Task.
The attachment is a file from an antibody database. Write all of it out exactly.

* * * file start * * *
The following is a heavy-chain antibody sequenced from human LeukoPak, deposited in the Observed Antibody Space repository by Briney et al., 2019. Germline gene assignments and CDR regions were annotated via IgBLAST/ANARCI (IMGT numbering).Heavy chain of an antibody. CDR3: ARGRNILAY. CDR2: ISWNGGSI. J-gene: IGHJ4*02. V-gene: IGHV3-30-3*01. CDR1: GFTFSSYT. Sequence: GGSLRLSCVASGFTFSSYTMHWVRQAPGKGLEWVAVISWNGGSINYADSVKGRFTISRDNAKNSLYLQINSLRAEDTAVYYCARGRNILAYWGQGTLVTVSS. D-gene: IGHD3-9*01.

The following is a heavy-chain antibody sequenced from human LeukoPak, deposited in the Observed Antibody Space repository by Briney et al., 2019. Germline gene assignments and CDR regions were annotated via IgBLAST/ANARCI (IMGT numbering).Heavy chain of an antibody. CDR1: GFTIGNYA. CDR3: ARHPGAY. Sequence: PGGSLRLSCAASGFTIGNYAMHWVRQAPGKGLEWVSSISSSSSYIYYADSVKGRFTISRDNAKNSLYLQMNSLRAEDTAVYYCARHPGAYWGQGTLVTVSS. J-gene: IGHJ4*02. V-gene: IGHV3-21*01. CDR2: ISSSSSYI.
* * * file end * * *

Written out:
The following is a heavy-chain antibody sequenced from human LeukoPak, deposited in the Observed Antibody Space repository by Briney et al., 2019. Germline gene assignments and CDR regions were annotated via IgBLAST/ANARCI (IMGT numbering).Heavy chain of an antibody. CDR3: ARGRNILAY. CDR2: ISWNGGSI. J-gene: IGHJ4*02. V-gene: IGHV3-30-3*01. CDR1: GFTFSSYT. Sequence: GGSLRLSCVASGFTFSSYTMHWVRQAPGKGLEWVAVISWNGGSINYADSVKGRFTISRDNAKNSLYLQINSLRAEDTAVYYCARGRNILAYWGQGTLVTVSS. D-gene: IGHD3-9*01.

The following is a heavy-chain antibody sequenced from human LeukoPak, deposited in the Observed Antibody Space repository by Briney et al., 2019. Germline gene assignments and CDR regions were annotated via IgBLAST/ANARCI (IMGT numbering).Heavy chain of an antibody. CDR1: GFTIGNYA. CDR3: ARHPGAY. Sequence: PGGSLRLSCAASGFTIGNYAMHWVRQAPGKGLEWVSSISSSSSYIYYADSVKGRFTISRDNAKNSLYLQMNSLRAEDTAVYYCARHPGAYWGQGTLVTVSS. J-gene: IGHJ4*02. V-gene: IGHV3-21*01. CDR2: ISSSSSYI.